Sermon for Christmas Eve 2019

Luke 2:1-20

Sure is dark out there, isn’t it?  I guess that is to be expected here in the Northern Hemisphere since we just passed the winter solstice, the darkest day of the year.  Still, I admit that I’ve been a little surprised with just how dark it has been the past little while.  Maybe it’s because one of the headlights on my car burnt out, or just the routes that I’ve been taking haven’t been all that well lit up, because, you know, driving on main roads or near the malls this time of year would be traffical suicide.  And I know we have this weird Daylight saving thing that makes the night come even earlier than we’re used to from the nice warm summer months that seem to be but a distant memory.  But hey, at least there’s no snow on the ground, right?  No, instead of the cold, slippery, light-reflecting, night-brightening snow on the roads that makes driving treacherous, we have the torrential rains that seem to suck light into this deep black abyss of darkness that makes driving treacherous.

It’s just dark.

And in the middle of it all, we have today, Christmas Eve, the day (or should I say evening) before Christmas, this arbitrary date of December 24th that we use to celebrate the birth of Jesus.  And I say arbitrary date because really, we have no idea when Jesus was actually born.  We can try to make educated guesses given star patterns and things like that, but I can tell you that it is most certainly not in December.  Most scholars deduce that the actual day should have been around August.  August.  Wouldn’t that be nice to celebrate Christmas in the summer like how they do it every year in Australia?  Wouldn’t it be nice not to have to worry congested traffic caused by congestion and weather on the way to our many Christmas parties and engagements?  Wouldn’t it be nice to be able to carry our shopping bags to the car and then to the house without needing an umbrella or flashlight or something?  But no, we get Christmas in December, in the bleak midwinter, when it is oh oh oh so dark.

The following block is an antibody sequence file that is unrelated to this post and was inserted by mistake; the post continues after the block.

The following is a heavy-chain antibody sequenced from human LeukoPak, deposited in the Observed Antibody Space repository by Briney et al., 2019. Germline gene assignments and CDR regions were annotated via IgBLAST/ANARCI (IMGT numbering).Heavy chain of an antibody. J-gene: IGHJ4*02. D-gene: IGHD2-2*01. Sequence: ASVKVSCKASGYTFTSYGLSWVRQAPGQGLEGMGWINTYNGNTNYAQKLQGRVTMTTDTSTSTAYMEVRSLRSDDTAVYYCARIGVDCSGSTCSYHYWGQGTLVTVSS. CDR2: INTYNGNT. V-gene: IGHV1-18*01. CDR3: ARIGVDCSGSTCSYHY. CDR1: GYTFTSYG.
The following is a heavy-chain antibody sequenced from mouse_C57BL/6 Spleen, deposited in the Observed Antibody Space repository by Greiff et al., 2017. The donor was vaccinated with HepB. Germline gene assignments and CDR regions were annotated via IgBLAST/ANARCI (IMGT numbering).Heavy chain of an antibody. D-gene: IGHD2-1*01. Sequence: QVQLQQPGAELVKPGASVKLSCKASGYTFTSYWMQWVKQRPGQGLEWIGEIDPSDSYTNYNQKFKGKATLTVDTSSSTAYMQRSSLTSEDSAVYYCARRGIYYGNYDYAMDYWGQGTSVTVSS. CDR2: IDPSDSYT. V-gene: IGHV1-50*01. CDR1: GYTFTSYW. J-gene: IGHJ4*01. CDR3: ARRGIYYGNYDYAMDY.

Weird, huh?

I mean think about it, isn’t weird that the powers that be could have chosen any day they wanted for Christmas, that they’d choose the time of the year, at least for the Northern Hemisphere, when it’s so dark?  Isn’t it weird that they’d chose a time of year when the weather outside can be so frightful?  Isn’t it weird that they decided on a time of year when the roads would be most treacherous?  It’s like the time of year that we’d rather stay at home, cuddled up by the fire, like either an actual one or one they show on TV.  It’s the time of year that we want to sleep in, relax, and just chill with friends or family.  It’s the time of year that we’d rather not have to be driving around buying stuff, doing stuff, and exchanging the stuff we didn’t want.  It just doesn’t seem to be a good time for a big thing like Christmas, because it is just too dark out there. 

But, in the darkness there is a light.  In the darkness of this time of year in the Northern Hemisphere we know that the days from now on get longer and longer.  So there is hope in that promise that even in the darkest darks, things will get brighter.

And what a promise that is.